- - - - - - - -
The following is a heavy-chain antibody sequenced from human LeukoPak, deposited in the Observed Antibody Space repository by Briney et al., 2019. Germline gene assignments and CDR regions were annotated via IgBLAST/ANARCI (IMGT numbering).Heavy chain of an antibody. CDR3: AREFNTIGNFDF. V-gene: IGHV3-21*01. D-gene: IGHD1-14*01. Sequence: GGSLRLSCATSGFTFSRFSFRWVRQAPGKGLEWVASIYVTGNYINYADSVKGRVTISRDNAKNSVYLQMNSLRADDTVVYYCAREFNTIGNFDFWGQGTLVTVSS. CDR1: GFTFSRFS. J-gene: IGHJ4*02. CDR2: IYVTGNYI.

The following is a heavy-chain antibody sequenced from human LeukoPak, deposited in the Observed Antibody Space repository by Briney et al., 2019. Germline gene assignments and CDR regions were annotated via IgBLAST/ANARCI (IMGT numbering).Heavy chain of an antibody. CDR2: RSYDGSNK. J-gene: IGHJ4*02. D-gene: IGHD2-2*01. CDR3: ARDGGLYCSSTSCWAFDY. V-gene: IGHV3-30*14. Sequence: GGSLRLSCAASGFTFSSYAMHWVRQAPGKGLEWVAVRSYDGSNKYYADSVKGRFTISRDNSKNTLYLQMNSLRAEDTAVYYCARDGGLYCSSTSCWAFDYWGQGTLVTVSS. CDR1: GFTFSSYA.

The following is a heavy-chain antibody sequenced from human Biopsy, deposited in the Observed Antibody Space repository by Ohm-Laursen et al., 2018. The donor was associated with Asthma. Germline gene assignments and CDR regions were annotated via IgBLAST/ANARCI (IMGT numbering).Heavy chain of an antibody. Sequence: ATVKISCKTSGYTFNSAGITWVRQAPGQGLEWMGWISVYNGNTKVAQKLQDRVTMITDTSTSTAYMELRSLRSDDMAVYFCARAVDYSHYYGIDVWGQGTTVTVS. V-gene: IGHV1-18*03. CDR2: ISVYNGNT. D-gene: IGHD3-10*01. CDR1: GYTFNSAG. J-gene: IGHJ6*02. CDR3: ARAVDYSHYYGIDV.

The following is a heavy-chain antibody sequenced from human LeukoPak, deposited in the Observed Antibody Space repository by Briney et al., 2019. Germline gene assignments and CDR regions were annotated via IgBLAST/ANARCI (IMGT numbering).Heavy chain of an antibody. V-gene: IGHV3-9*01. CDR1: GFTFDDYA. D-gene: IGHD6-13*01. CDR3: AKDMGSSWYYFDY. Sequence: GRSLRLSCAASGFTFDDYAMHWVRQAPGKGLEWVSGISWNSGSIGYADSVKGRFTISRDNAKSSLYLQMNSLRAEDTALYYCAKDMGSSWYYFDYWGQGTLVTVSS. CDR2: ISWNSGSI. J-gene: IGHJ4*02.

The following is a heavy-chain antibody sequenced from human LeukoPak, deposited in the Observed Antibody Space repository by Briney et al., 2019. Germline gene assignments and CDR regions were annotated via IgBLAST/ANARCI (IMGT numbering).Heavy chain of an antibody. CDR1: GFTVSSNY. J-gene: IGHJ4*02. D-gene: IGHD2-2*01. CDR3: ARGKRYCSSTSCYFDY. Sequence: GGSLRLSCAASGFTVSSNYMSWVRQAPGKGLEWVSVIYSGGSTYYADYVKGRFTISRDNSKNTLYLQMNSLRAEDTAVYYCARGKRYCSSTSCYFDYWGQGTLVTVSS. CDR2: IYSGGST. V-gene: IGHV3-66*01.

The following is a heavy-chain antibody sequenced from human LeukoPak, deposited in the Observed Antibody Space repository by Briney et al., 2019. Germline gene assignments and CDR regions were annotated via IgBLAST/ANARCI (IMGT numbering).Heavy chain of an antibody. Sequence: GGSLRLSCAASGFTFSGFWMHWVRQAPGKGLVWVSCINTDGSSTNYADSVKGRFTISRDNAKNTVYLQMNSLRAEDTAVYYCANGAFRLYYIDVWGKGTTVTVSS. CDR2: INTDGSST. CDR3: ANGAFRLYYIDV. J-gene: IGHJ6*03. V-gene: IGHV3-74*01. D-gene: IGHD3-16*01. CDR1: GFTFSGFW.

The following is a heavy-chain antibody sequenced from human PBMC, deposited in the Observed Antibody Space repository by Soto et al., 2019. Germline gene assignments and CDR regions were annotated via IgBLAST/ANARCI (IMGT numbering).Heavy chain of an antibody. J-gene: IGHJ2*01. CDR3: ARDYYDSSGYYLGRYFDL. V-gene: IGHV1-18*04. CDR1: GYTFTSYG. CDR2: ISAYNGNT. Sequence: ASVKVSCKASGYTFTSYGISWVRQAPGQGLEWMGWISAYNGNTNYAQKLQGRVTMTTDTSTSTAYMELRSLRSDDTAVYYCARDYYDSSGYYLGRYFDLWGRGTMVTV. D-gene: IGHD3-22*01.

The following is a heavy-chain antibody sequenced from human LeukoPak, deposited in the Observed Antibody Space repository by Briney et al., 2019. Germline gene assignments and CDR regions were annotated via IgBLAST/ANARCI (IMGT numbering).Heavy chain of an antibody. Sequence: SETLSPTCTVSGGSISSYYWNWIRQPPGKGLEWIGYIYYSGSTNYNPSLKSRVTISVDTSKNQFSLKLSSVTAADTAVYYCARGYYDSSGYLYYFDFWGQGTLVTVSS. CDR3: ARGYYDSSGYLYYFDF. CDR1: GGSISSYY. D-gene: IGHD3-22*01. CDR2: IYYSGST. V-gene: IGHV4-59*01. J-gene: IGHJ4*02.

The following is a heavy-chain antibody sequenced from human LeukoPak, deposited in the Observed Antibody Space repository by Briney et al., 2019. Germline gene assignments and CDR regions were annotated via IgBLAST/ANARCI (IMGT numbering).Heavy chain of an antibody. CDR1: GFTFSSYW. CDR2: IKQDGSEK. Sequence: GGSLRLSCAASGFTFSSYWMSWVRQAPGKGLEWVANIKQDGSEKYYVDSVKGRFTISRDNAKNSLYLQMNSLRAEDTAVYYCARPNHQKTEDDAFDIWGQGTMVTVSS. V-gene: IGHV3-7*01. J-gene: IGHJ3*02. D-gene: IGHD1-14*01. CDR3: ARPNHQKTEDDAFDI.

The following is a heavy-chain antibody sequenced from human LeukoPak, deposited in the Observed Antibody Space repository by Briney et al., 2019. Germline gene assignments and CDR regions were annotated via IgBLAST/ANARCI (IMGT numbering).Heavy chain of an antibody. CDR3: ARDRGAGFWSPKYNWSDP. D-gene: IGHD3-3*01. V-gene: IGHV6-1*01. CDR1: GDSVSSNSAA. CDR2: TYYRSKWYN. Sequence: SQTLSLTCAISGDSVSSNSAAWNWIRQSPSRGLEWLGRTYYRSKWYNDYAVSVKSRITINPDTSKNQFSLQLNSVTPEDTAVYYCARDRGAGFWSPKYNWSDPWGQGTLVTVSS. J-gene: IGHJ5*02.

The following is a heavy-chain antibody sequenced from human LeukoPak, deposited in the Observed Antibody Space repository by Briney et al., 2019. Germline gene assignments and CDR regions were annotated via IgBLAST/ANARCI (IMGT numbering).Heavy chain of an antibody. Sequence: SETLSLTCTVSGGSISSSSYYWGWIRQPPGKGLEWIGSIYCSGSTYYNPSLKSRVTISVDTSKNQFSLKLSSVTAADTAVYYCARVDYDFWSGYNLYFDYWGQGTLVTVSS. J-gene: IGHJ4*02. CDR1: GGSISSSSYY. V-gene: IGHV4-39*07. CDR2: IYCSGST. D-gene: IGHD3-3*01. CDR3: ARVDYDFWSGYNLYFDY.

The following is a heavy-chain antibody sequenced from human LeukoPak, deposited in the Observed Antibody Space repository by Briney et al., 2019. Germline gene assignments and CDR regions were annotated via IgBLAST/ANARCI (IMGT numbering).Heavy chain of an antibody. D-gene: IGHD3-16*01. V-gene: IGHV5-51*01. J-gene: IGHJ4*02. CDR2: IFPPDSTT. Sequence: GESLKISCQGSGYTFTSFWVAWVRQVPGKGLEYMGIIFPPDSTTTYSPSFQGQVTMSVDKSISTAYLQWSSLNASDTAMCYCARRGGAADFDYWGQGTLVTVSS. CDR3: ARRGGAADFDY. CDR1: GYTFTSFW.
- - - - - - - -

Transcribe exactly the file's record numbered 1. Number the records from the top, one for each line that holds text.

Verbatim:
The following is a heavy-chain antibody sequenced from human LeukoPak, deposited in the Observed Antibody Space repository by Briney et al., 2019. Germline gene assignments and CDR regions were annotated via IgBLAST/ANARCI (IMGT numbering).Heavy chain of an antibody. CDR3: AREFNTIGNFDF. V-gene: IGHV3-21*01. D-gene: IGHD1-14*01. Sequence: GGSLRLSCATSGFTFSRFSFRWVRQAPGKGLEWVASIYVTGNYINYADSVKGRVTISRDNAKNSVYLQMNSLRADDTVVYYCAREFNTIGNFDFWGQGTLVTVSS. CDR1: GFTFSRFS. J-gene: IGHJ4*02. CDR2: IYVTGNYI.